Crimean-Congo haemorrhagic fever in Georgia
02 Aug 2022
Georgian media sources have reported 42 cases of Crimean-Congo haemorrhagic fever (CCHF) resulting in 2 deaths in the country of Georgia since January 2022. The majority of cases have been in the south region of Samtskhe-Javakheti and central region of Shida Kartli.
CCHF is an infection spread by tick bites that can cause a severe viral illness accompanied by bleeding. It is considered endemic in Africa, Asia, the Middle East and Eastern/Southern Europe.
CCHF was first reported in Georgia in 2009. In recent years, around 10 cases on average are reported in Georgia each year.
Advice for Travellers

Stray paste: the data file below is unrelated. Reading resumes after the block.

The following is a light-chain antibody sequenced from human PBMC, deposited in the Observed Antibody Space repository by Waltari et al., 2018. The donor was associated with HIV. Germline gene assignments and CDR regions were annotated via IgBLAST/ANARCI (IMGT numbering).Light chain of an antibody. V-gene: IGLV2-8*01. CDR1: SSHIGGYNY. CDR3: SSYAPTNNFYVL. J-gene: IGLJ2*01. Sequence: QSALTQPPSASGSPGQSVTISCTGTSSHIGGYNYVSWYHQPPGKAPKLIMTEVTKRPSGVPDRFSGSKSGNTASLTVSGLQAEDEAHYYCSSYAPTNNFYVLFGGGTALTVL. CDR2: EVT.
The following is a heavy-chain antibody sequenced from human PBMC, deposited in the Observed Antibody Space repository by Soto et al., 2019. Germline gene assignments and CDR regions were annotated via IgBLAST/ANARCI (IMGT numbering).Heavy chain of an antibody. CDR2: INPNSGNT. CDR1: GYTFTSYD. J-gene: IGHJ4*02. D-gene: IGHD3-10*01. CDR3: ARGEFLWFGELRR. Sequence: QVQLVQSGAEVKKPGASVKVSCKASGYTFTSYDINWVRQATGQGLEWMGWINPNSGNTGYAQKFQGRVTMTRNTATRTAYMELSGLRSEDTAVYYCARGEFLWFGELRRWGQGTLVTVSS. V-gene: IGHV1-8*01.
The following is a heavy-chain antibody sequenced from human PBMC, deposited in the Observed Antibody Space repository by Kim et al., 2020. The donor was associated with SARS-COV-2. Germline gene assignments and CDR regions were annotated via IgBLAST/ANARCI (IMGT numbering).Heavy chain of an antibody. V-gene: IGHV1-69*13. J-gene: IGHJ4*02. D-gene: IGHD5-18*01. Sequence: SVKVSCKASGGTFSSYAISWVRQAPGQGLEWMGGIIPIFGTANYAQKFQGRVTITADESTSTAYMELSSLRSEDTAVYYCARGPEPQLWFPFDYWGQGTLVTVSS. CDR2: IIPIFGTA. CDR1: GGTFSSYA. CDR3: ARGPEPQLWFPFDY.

CCHF is extremely rare in travellers. The risk is higher if you are travelling to an area where the infection occurs and will be:
- at increased risk of tick bites, for example whilst camping, hiking, visiting farms or animal sanctuaries
- involved in the care or slaughter of animals
- a healthcare worker who may be exposed to infected patients
If you are travelling to a high risk area, you need to be aware of the disease and how to prevent becoming infected by:
- avoiding tick-bites
- following appropriate infection control procedures if you are working in a health care setting
- wearing gloves and other protective clothing if you are involved in the care or slaughter of animals
There is no vaccine available for use against CCHF in the UK.
See the Crimean-Congo Haemorrhagic Fever page for further information.